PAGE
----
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Fig 4.19 – Social Learning Theory

Text: Page 210

Unlike Skinner, Albert Bandura believed learning necessitated observational cognitive processes because humans actively processed the consequences of their behavior and did not automatically respond to positive or negative reinforcement. Between stimulus and response, there were four mediational cognitive processes. First, the modeling behavior had to get attention. After gaining attention, the behavior had to be remembered. After attention and retention, the behavior had to be performed, a reproduction of the modeled behavior. Finally, there needed to be motivation to continue to perform the behavior that was determined by the rewards or punishments that followed the imitated behavior.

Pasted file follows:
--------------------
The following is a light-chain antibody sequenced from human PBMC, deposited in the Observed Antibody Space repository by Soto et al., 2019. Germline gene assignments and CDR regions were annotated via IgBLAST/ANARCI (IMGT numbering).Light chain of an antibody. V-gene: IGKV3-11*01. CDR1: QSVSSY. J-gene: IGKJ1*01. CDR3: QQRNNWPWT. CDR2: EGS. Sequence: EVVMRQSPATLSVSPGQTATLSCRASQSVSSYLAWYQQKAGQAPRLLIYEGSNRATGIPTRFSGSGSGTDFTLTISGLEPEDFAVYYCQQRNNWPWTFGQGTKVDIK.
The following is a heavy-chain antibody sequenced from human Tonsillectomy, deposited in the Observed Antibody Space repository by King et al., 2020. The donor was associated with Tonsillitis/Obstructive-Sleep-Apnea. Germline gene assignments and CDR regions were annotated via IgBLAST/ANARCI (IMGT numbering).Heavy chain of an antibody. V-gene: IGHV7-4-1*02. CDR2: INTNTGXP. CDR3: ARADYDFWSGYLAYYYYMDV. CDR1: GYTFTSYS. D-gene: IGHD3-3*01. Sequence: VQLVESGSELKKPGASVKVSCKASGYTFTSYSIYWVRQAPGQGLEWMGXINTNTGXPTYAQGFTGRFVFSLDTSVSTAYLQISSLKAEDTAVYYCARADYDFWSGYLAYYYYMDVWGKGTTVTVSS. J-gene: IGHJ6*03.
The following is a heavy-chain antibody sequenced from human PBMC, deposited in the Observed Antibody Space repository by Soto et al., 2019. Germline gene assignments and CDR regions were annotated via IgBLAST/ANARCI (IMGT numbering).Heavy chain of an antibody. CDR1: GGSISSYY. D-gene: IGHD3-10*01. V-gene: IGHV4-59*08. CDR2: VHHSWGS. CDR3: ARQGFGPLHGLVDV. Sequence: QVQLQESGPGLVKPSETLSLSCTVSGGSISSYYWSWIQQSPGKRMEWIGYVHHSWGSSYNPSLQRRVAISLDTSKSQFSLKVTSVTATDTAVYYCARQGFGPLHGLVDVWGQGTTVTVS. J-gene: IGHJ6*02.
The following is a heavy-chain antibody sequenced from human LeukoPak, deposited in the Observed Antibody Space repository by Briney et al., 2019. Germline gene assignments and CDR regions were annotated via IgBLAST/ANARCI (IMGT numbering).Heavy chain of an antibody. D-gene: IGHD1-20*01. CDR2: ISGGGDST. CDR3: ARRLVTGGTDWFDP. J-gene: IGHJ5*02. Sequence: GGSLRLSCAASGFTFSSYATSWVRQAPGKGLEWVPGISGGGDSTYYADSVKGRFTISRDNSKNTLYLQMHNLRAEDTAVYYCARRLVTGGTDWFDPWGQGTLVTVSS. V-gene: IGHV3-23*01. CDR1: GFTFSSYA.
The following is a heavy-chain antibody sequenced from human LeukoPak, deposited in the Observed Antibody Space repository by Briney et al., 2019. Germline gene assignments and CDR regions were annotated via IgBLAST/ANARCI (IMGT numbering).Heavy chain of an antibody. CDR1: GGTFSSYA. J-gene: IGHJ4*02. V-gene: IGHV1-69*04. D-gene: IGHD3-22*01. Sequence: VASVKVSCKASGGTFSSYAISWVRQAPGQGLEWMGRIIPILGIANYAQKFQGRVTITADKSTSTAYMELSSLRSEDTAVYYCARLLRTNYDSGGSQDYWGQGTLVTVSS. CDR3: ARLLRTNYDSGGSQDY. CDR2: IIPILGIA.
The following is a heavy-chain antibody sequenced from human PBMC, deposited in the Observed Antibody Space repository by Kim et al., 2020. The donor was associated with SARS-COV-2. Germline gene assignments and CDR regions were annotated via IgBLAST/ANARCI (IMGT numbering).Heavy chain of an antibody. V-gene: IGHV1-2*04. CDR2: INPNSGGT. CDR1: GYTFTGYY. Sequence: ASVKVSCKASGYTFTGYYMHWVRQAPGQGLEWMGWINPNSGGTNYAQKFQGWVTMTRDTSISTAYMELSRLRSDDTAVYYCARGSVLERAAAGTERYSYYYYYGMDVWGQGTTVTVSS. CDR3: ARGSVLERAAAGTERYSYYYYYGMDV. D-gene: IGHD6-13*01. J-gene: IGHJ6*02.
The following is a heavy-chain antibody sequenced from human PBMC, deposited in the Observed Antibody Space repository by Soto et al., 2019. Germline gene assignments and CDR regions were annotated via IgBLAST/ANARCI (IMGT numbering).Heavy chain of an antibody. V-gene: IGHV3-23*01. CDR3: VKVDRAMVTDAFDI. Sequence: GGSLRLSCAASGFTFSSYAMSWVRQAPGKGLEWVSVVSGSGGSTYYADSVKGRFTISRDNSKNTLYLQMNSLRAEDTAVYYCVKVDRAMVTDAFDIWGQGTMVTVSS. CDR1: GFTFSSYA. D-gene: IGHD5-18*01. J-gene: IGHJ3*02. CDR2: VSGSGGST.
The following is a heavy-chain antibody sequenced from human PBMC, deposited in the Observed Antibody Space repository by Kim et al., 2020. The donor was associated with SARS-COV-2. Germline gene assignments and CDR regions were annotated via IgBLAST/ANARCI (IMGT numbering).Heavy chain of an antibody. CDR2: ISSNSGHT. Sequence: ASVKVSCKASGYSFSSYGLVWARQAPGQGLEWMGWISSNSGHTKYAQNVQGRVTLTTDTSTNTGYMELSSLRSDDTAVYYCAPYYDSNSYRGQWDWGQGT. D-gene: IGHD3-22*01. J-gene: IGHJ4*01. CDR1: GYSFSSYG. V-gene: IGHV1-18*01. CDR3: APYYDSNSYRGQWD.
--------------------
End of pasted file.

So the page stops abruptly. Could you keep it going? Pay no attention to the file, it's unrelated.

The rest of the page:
Observing unruly children led Bandura to research the sources of violence in their lives. Utilizing his social learning theory, he studied how children and adolescents learned to become aggressive. His initial work on aggression began in the 1940s but culminated in 1961 with the famous Bobo Doll Experiment, which studied the behavior of children toward a Bobo Doll after watching a human adult model act aggressively. The doll-like toy had a rounded bottom and low center of mass that could be hit and rock back to its upright position. Bandura found that children exposed to an aggressive male model would seek physically aggressive behavior compared to those not exposed to an aggressive male model.

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